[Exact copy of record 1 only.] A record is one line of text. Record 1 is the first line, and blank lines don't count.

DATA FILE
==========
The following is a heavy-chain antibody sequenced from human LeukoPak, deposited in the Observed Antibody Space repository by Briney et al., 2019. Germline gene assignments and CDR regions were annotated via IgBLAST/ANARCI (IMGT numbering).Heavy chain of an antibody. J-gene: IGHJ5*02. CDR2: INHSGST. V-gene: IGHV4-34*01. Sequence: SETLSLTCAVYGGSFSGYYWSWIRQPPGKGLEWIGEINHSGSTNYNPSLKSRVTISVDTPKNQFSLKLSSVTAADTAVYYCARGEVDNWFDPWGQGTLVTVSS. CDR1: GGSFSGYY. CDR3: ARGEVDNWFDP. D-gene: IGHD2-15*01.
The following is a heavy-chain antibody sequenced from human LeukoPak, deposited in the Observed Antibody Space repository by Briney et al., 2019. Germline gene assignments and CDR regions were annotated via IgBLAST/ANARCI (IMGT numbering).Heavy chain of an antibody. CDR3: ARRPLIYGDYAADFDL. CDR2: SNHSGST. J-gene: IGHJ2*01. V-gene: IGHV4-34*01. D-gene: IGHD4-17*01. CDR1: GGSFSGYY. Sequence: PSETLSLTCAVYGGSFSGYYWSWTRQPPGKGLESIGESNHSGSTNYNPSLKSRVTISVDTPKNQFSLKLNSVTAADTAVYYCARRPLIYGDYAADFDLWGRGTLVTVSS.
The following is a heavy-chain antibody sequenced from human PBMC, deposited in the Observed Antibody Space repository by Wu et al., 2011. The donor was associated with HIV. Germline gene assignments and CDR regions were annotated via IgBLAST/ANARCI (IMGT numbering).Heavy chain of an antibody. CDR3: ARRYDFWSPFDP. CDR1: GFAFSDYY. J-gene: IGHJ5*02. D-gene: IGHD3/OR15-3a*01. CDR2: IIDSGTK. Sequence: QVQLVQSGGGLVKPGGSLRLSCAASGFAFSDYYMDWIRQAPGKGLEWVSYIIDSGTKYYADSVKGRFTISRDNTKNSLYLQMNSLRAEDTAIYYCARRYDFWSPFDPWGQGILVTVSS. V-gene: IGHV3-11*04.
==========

The following is a heavy-chain antibody sequenced from human LeukoPak, deposited in the Observed Antibody Space repository by Briney et al., 2019. Germline gene assignments and CDR regions were annotated via IgBLAST/ANARCI (IMGT numbering).Heavy chain of an antibody. J-gene: IGHJ5*02. CDR2: INHSGST. V-gene: IGHV4-34*01. Sequence: SETLSLTCAVYGGSFSGYYWSWIRQPPGKGLEWIGEINHSGSTNYNPSLKSRVTISVDTPKNQFSLKLSSVTAADTAVYYCARGEVDNWFDPWGQGTLVTVSS. CDR1: GGSFSGYY. CDR3: ARGEVDNWFDP. D-gene: IGHD2-15*01.